Bradford County gets funding for housing projects
The Pennsylvania Housing Finance Agency recently approved the distribution of $1.27 million for Bradford County to use towards low-income and senior citizen housing projects.
The legislation proposing the funds, named the Pennsylvania Housing Affordability and Rehabilitation Enhancement Act or P.H.A.R.E., was introduced by Senator John Pippy and authorizes a $10 million annual appropriation for affordable housing activities in Pennsylvania.
The money comes from state impact fee income paid by natural gas drilling companies in 2011.
The funds are not part of the $8.4 million Bradford County received from Act 13 from gas companies, rather a part of a local share from the Pennsylvania Public Utility Commission. About $500,000 has been approved to redevelop part of the 400 block of Main Street in Towanda.
According to P.H.A.R.E. project summaries, the new building will include 36 apartments for seniors 62 and older on the second, third, and fourth floors. The ground floor will be used for commercial space or a retail storefront. The entire project is expected to cost approximately $11 million. $500,000 has also been approved for a proposed townhouse complex in Wyalusing named Wyalusing Meadows. The project outlines construction of fifty new general occupancy affordable rental townhouses on an 83 acre parcel near the intersection of Route 6 and State Street. According to Construction Journal, the project's estimated value is $9.1 million.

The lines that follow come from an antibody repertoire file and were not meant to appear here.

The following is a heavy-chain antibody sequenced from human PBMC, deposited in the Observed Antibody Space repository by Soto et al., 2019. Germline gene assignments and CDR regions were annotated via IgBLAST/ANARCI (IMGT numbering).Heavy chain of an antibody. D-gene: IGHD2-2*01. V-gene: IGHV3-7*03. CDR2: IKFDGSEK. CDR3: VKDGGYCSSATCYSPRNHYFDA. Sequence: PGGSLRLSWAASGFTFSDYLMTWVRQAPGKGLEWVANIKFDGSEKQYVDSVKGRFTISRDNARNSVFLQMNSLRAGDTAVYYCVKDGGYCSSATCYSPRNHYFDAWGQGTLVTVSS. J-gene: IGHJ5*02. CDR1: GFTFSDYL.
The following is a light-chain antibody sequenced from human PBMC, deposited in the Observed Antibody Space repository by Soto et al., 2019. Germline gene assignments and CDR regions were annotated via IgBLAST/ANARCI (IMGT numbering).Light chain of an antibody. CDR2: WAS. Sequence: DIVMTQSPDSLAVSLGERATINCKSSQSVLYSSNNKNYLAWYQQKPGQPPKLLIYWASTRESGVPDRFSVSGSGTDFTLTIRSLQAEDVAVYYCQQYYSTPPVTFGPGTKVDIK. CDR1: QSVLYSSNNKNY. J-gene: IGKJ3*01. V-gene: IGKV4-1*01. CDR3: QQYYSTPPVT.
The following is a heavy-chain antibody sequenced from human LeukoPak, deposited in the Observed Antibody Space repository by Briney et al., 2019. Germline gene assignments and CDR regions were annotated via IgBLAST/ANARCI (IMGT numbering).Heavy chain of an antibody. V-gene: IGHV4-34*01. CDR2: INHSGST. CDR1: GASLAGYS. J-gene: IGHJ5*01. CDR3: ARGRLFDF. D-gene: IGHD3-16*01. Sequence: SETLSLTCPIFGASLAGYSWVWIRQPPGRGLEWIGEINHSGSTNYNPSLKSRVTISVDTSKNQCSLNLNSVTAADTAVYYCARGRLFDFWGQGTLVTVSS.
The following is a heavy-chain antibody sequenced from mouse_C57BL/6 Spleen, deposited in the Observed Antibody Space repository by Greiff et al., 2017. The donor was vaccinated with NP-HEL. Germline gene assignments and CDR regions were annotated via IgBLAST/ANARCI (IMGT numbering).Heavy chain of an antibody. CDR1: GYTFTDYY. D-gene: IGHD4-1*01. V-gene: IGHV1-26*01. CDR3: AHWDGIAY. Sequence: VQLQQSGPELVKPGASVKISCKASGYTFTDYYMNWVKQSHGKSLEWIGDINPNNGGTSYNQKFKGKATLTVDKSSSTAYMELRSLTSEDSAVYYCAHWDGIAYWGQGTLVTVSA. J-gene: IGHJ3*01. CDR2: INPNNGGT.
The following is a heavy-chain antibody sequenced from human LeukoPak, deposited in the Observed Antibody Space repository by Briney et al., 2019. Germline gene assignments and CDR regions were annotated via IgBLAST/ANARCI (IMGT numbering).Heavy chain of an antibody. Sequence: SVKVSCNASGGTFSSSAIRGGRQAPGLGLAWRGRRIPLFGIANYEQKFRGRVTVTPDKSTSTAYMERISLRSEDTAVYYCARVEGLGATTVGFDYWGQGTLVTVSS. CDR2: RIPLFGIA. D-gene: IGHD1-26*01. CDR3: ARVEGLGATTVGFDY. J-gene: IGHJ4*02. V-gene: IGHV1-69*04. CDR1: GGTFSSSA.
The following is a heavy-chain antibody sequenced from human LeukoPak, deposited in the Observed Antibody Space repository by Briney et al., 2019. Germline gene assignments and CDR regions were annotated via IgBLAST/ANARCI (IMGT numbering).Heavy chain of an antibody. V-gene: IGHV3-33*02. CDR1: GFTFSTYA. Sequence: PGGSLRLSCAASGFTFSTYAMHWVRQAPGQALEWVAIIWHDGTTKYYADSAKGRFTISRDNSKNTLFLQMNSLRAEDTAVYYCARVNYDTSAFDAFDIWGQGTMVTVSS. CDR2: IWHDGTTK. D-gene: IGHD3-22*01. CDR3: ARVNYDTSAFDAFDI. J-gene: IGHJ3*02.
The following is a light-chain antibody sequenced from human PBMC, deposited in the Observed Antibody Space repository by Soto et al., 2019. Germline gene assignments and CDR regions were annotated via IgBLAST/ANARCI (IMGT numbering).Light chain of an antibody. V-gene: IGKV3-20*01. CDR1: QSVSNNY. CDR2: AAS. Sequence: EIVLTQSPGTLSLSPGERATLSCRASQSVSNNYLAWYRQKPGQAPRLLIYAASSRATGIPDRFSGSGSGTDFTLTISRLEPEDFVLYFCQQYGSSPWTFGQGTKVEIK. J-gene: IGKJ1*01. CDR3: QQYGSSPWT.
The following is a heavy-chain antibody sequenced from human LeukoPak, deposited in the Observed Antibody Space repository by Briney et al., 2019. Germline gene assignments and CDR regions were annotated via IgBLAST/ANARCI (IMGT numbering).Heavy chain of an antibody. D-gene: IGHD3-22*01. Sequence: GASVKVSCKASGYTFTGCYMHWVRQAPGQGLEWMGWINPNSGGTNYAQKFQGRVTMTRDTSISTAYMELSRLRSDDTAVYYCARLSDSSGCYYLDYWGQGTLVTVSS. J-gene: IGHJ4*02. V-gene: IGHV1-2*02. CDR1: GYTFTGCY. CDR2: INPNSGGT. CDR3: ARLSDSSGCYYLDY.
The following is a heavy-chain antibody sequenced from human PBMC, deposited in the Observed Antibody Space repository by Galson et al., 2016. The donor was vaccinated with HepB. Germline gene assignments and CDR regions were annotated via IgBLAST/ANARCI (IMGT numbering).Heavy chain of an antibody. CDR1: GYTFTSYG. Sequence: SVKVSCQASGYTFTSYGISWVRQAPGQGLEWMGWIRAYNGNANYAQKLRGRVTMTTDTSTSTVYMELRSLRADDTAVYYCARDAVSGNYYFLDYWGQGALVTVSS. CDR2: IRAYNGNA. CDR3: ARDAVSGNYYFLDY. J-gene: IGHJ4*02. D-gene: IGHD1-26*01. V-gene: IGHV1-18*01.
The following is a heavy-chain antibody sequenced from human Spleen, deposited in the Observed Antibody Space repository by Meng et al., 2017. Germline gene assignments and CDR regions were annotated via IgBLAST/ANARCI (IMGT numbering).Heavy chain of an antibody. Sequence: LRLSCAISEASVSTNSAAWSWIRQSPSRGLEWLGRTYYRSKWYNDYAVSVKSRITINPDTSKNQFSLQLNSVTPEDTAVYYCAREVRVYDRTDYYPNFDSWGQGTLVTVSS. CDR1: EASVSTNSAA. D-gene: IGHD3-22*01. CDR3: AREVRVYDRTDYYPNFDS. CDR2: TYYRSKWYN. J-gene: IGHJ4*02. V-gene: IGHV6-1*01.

The final $275,000 of housing money approved for Bradford County is to rehabilitate existing rental properties in exchange for a commitment from landowners to rent apartments to low-income residents for seven years. According to the P.H.F.A. website, a minimum of 14 rental properties will be rehabilitated with the maximum expenditure for a single project being $18,000. Eligible projects for the money include upgrades to become more energy efficient, required repairs to stay in compliance with housing codes, environmental hazard reduction (such as lead paint), and repairs and upgrades related to livability for tenants.
According to Pennsylvania Housing Finance Agency director of business development Bryce Maretzki, "The money will not be used to help people pay for rent, but instead it will be used to make living conditions better."
The approved P.H.A.R.E. legislation also outlined $80,000 for Sullivan County residents that will help with rent payments. Approximately 40 households are expected to benefit from the fund allocation.